- Application state is read only (unidirectional data flow).
- State changes are written as pure functions (why it works with immutable data).
I’m surprised Redux achieved semi-mainstream popularity (9k stars) while asking users to learn immutability.— Dan Abramov (@dan_abramov) November 13, 2015
➜ Redux history
Facebook was the first to introduce Flux and then a lot of other implementations appeared: Reflux, Flummox, Fluxible, Fluxxor, Fynx, Fluxify,.. and Redux won the battle.
A big advantage for using Redux is its amazing DevTools with features like time travel.
➜ Learn Redux smoothly
Go in this order:
↪ A nice Flux cartoon explanations without code, concepts only.
↪ Another cartoon about Redux and its differences from Flux.
↪ Best explanations about Redux from its author, Dan ABRAMOV, in 30 small live coding videos ★
↪ RDFM: Read the official documentation.
↪ Understand what is a Redux Middleware.
➜ Redux with Angular
Redux is historically combined with React to render web application but you can use it to manage your data with any other front-end framework like Angular 1&2, Ember, Aurelia,..
First, you need to understand how this architecture could be implemented with angular, ↪this post shows you how switch a Todo application using Angular1 to using Redux-like state management.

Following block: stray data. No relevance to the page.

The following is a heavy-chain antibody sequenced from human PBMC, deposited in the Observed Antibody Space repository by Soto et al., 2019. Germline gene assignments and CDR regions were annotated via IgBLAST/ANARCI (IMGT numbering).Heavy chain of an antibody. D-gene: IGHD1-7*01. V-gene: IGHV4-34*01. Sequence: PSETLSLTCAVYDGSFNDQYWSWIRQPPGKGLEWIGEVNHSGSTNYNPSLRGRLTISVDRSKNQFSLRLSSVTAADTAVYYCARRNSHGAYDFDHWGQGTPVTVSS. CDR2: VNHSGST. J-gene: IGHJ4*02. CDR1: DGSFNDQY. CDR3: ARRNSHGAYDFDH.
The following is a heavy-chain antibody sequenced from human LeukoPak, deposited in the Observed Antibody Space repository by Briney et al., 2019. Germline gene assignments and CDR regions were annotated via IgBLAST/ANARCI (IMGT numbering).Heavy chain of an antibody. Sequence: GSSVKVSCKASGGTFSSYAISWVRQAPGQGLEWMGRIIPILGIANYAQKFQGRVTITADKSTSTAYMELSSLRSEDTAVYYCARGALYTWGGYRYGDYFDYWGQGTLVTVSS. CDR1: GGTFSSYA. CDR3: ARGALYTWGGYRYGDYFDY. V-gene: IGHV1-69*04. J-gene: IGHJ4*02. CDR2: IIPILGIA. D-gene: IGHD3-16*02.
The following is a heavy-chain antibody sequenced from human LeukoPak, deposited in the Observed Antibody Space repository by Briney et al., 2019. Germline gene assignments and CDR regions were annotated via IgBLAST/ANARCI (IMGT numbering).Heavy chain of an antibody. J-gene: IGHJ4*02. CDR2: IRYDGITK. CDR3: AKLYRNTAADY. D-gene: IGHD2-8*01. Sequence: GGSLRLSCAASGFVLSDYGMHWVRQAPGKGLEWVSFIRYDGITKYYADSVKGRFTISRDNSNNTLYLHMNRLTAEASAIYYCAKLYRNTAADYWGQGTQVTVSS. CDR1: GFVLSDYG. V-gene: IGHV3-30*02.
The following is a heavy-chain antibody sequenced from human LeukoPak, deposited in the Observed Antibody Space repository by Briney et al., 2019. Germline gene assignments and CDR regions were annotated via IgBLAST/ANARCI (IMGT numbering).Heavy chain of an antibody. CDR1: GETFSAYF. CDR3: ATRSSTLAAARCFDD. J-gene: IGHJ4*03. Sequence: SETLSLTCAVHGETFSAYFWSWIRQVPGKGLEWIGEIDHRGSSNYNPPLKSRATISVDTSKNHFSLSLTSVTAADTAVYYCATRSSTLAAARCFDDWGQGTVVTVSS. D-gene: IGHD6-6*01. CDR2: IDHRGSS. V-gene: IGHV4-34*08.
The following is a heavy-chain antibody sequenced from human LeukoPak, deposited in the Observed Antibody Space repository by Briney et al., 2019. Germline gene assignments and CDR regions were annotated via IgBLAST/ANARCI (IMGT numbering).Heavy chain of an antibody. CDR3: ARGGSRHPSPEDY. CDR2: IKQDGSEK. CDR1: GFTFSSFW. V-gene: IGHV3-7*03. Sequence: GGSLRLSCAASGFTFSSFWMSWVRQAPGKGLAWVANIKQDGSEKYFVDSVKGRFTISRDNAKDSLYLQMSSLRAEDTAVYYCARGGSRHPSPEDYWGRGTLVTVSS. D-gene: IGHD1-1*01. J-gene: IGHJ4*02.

Solution 2 : Do it manually with RxJS
If you impose on yourself (and your team) strict rules about state management in your application, you can build well maintainable applications. Here are few tools and resources to help you achieve this. Immutable data are not mandatory.
➜ A unique facade
Build your own convention to manage your data properly using a single façade following this article:
↪ Anatomy of a large angular application
This facade abstracts the data management part from components. It reduces dependencies and allows more flexibility in developing the system. Under the hood, you can call multiple services.
➜ Observable streams
Observables are data streams, a very powerful mix between arrays and promises. We can subscribe and unsubscribe to them. The observer Pattern helps us to keep the unidirectional data flow.
➜ RxJS with Angular2
We can use RxJS observables inside Angular2 services. It allows your components to subscribe and be informed when data changes.
Angular2 is really linked to RxJS (which is in version 5 beta 1) and promotes it. You can use RxJS observables to build stores-like inside a Angular2 application.
Solution 3 : NgRx Everything is an Observable
This library goes a step further and makes every state part an observable, then components can subscribe to them. This approach is really promising and seems to be the next ‘big thing’ in the angular community as the following tweet from @egghead mentions.
Use this library with the included
async pipe and
ChangeDetectionStrategy.OnPush and you will have a massive performance boost in large ng2 applications.
Keep an eye on NG-NL, the next big Angular conference in Amsterdam, there will be many talks about these subjects:
Hope this helps some of you. Tells me your thoughts about it and if I made mistakes.